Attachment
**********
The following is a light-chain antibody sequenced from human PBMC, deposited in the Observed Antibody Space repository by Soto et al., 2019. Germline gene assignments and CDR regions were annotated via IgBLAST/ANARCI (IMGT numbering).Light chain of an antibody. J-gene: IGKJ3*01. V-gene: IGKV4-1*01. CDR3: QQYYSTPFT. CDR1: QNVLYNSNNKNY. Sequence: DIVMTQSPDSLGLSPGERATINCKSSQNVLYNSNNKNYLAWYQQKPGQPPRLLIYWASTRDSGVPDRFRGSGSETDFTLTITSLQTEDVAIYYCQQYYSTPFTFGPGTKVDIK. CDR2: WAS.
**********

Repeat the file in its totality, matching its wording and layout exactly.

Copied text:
The following is a light-chain antibody sequenced from human PBMC, deposited in the Observed Antibody Space repository by Soto et al., 2019. Germline gene assignments and CDR regions were annotated via IgBLAST/ANARCI (IMGT numbering).Light chain of an antibody. J-gene: IGKJ3*01. V-gene: IGKV4-1*01. CDR3: QQYYSTPFT. CDR1: QNVLYNSNNKNY. Sequence: DIVMTQSPDSLGLSPGERATINCKSSQNVLYNSNNKNYLAWYQQKPGQPPRLLIYWASTRDSGVPDRFRGSGSETDFTLTITSLQTEDVAIYYCQQYYSTPFTFGPGTKVDIK. CDR2: WAS.